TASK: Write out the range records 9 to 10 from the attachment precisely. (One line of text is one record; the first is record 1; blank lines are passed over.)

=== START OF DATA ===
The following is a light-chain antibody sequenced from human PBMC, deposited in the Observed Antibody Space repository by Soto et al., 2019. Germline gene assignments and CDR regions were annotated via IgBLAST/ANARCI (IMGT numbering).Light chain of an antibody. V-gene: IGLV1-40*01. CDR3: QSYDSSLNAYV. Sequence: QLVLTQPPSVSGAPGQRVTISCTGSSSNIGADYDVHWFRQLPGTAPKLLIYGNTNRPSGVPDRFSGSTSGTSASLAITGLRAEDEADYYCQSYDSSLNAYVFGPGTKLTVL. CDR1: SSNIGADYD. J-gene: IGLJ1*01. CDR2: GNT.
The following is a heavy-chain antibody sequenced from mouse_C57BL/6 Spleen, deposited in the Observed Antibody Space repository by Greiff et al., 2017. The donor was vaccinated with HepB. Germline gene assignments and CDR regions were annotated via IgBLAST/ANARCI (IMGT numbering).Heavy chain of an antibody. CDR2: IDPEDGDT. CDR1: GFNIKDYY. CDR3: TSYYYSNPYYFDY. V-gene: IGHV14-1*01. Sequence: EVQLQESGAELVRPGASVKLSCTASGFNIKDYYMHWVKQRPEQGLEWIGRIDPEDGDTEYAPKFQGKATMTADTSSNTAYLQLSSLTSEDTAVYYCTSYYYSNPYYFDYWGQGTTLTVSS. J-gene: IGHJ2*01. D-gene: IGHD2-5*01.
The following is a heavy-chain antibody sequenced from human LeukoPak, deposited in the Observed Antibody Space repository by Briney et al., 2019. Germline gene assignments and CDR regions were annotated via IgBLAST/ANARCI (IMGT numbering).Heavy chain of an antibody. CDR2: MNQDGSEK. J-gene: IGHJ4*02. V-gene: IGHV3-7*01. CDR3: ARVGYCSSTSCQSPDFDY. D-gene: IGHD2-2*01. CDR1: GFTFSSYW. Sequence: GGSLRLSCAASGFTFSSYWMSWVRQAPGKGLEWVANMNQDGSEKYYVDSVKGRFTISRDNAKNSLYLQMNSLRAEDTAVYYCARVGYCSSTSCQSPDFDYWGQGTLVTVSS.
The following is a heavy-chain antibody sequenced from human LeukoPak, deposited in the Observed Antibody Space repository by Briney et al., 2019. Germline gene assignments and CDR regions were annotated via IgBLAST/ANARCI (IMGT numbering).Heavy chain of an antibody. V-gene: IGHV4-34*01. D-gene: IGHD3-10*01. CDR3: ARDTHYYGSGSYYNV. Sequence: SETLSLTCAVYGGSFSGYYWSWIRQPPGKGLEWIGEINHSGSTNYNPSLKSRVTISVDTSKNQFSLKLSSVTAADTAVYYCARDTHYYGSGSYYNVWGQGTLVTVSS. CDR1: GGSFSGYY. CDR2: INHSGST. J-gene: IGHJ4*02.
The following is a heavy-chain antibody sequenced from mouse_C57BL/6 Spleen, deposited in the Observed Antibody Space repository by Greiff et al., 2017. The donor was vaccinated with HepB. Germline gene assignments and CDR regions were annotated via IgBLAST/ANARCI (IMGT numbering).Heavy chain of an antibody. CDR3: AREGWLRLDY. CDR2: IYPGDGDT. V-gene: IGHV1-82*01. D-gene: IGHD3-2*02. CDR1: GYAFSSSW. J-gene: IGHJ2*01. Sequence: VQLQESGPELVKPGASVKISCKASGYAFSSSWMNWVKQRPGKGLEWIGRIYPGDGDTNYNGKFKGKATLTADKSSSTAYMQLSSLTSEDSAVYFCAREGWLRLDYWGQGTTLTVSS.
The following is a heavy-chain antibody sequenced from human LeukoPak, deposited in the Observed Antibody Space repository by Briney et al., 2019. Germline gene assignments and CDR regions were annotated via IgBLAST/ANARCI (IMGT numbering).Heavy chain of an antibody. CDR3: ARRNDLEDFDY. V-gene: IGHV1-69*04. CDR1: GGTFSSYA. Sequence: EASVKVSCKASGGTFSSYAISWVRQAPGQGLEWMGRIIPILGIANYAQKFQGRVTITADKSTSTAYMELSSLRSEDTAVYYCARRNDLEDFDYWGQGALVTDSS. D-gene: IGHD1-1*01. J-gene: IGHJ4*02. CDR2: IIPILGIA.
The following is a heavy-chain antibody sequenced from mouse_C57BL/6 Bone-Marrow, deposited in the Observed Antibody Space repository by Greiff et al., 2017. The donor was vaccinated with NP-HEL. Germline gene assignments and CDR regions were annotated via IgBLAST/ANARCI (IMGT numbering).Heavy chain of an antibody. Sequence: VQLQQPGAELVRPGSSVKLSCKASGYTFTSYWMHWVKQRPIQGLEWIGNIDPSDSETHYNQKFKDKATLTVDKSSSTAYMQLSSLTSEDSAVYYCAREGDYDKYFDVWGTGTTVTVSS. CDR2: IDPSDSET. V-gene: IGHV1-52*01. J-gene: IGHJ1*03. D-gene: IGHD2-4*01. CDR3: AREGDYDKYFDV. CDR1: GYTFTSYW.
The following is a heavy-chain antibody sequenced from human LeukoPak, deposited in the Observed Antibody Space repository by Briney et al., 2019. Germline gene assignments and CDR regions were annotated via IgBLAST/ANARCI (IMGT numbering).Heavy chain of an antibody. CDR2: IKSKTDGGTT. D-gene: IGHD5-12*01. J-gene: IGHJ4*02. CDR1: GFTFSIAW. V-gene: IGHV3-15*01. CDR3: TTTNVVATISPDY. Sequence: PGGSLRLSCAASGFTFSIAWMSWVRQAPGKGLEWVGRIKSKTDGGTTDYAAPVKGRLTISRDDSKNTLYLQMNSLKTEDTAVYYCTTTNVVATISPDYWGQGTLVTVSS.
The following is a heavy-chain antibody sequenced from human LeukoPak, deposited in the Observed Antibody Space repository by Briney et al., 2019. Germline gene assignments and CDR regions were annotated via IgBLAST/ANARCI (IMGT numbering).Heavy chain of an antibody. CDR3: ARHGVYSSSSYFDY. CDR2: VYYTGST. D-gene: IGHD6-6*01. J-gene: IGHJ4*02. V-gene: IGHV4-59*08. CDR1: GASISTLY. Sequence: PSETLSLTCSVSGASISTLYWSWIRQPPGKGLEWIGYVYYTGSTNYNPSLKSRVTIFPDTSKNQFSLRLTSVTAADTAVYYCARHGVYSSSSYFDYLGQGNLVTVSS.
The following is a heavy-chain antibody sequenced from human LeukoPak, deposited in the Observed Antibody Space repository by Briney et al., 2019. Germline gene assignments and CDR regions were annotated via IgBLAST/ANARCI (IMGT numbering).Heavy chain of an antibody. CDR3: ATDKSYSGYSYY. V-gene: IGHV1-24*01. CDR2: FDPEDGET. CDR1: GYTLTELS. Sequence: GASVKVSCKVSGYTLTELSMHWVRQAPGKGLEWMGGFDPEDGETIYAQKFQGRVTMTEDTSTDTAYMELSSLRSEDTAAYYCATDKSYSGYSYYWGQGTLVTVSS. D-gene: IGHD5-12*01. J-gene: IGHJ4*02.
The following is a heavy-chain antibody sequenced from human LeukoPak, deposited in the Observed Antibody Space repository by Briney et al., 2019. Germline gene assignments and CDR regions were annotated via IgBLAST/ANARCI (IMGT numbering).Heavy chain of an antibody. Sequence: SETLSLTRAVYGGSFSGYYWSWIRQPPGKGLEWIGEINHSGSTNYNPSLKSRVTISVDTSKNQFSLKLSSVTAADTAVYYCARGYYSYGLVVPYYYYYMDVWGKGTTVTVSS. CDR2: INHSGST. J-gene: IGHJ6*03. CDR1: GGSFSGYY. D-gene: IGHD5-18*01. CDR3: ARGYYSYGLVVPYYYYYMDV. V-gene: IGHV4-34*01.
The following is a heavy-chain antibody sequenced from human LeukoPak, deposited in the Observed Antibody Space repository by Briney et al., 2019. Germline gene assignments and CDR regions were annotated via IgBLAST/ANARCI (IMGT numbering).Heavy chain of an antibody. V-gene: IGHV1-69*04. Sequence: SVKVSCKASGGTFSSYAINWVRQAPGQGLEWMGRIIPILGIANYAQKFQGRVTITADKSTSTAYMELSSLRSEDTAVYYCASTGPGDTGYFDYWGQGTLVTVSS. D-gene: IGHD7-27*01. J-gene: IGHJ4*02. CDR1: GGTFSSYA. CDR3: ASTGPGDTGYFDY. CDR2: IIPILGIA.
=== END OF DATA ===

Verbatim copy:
The following is a heavy-chain antibody sequenced from human LeukoPak, deposited in the Observed Antibody Space repository by Briney et al., 2019. Germline gene assignments and CDR regions were annotated via IgBLAST/ANARCI (IMGT numbering).Heavy chain of an antibody. CDR3: ARHGVYSSSSYFDY. CDR2: VYYTGST. D-gene: IGHD6-6*01. J-gene: IGHJ4*02. V-gene: IGHV4-59*08. CDR1: GASISTLY. Sequence: PSETLSLTCSVSGASISTLYWSWIRQPPGKGLEWIGYVYYTGSTNYNPSLKSRVTIFPDTSKNQFSLRLTSVTAADTAVYYCARHGVYSSSSYFDYLGQGNLVTVSS.
The following is a heavy-chain antibody sequenced from human LeukoPak, deposited in the Observed Antibody Space repository by Briney et al., 2019. Germline gene assignments and CDR regions were annotated via IgBLAST/ANARCI (IMGT numbering).Heavy chain of an antibody. CDR3: ATDKSYSGYSYY. V-gene: IGHV1-24*01. CDR2: FDPEDGET. CDR1: GYTLTELS. Sequence: GASVKVSCKVSGYTLTELSMHWVRQAPGKGLEWMGGFDPEDGETIYAQKFQGRVTMTEDTSTDTAYMELSSLRSEDTAAYYCATDKSYSGYSYYWGQGTLVTVSS. D-gene: IGHD5-12*01. J-gene: IGHJ4*02.